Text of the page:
Nashville Democrat Janis Sontany says she won’t run for re-election. She’s the fourth Democrat in the state legislature to step down rather than run in newly redrawn districts.
Sontany has been a strong proponent for women’s issues in the Tennessee House over the last decade, representing a South Nashville district which sprawls across both sides of Nolensville Road.
The Republican controlled legislature redraw that district to make it more narrow and pushed it further south to the county line, essentially placing Sontany in a graphic area that was 70-percent new.
House Democratic Caucus Chair Mike Turner believes the area still leans democratic, and the party has already been recruiting candidates.
“We knew about this a couple of weeks ago, and we’ve been looking … we’ve talked to a couple of people….and I’m sure this announcement will spur a few more.”
Turner says Sontany may not be the last of House Democrats to take retirement rather than run in the newly drawn districts.
As previously drawn, the 53rd District ran from the shores of Percy Priest Lake in the east all the way past I-65 in the west.
The new district, redrawn this year following the 2010 census, pushes south along Nolensville Road.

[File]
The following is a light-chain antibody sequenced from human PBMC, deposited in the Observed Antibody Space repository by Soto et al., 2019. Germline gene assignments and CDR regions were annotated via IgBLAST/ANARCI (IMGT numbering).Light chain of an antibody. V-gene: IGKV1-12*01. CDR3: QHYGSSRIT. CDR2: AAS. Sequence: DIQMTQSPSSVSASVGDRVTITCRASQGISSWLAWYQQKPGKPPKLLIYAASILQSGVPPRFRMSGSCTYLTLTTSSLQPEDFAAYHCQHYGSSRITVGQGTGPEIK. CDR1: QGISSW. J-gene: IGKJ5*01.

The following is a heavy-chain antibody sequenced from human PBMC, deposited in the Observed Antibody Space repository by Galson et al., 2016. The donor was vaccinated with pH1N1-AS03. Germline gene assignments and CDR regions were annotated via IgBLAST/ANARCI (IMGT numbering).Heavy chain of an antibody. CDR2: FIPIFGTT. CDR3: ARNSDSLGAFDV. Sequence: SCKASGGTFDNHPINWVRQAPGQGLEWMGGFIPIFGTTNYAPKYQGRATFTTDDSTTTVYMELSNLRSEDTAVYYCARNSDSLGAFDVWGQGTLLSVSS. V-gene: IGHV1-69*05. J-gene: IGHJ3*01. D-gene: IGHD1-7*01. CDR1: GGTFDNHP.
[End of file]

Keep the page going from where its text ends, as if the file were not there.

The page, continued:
Janis Sontany, 65, has served in the General Assembly since 2003.
Sontany declined to be interviewed on her decision, instead releasing a statement.
Mike Turner says she is one of the best legislators “on either side of the aisle.”
“She’s been very thoughtful. She’s not controversial but she stands her ground and defends her constituents better than probably anybody up here.
“With redistricting, they took away a good part of her district. And even though it’s still a Democratic district, we shouldn’t have any problem keeping the seat, she’s kind of represented the same group of people for 17 years, in both the [Metro] Council and up here. She just felt like it was time to spend more time with her family and then move on.”
The primary for state House and Senate contests is Aug. 2.
Sontany was an employee of the DuPont Corp. for 21 years, spending much of that assisting the company’s lobbyist in the halls where she later was a state representative. She was member of the Metro Nashville Council from 1995 to 2003.